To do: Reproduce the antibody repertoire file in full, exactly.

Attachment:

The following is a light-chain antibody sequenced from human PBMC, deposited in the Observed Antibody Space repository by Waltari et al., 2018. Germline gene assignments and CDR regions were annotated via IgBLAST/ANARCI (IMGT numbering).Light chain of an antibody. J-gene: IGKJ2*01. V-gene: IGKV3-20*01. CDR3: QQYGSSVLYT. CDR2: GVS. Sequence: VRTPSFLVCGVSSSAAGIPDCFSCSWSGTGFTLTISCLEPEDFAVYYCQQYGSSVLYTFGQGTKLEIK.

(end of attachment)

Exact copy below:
The following is a light-chain antibody sequenced from human PBMC, deposited in the Observed Antibody Space repository by Waltari et al., 2018. Germline gene assignments and CDR regions were annotated via IgBLAST/ANARCI (IMGT numbering).Light chain of an antibody. J-gene: IGKJ2*01. V-gene: IGKV3-20*01. CDR3: QQYGSSVLYT. CDR2: GVS. Sequence: VRTPSFLVCGVSSSAAGIPDCFSCSWSGTGFTLTISCLEPEDFAVYYCQQYGSSVLYTFGQGTKLEIK.